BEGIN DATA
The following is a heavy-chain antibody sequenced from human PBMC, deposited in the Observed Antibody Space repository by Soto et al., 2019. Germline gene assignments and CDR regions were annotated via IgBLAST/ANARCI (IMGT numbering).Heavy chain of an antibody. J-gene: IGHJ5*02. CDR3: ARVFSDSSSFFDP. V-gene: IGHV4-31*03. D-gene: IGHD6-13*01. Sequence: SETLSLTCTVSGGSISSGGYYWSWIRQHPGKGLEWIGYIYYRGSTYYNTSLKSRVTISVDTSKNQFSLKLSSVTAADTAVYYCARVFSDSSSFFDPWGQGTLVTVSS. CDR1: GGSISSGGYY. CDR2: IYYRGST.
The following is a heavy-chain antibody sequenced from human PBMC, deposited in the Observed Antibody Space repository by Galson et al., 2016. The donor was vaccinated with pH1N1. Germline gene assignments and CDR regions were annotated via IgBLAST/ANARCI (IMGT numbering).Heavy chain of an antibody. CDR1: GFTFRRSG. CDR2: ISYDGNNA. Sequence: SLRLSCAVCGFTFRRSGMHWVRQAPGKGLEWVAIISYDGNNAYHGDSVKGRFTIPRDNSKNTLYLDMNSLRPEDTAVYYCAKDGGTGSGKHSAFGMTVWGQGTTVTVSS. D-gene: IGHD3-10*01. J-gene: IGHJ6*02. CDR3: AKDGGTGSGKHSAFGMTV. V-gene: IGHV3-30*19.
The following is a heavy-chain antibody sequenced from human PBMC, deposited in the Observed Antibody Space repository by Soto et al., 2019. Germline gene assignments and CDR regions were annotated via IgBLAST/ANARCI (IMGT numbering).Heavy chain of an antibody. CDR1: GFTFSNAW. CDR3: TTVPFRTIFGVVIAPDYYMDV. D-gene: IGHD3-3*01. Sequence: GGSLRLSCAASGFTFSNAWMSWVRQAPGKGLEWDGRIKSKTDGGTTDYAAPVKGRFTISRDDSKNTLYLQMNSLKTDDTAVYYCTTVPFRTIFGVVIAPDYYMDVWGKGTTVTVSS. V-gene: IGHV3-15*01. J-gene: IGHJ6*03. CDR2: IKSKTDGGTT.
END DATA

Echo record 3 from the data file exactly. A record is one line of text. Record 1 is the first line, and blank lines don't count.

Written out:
The following is a heavy-chain antibody sequenced from human PBMC, deposited in the Observed Antibody Space repository by Soto et al., 2019. Germline gene assignments and CDR regions were annotated via IgBLAST/ANARCI (IMGT numbering).Heavy chain of an antibody. CDR1: GFTFSNAW. CDR3: TTVPFRTIFGVVIAPDYYMDV. D-gene: IGHD3-3*01. Sequence: GGSLRLSCAASGFTFSNAWMSWVRQAPGKGLEWDGRIKSKTDGGTTDYAAPVKGRFTISRDDSKNTLYLQMNSLKTDDTAVYYCTTVPFRTIFGVVIAPDYYMDVWGKGTTVTVSS. V-gene: IGHV3-15*01. J-gene: IGHJ6*03. CDR2: IKSKTDGGTT.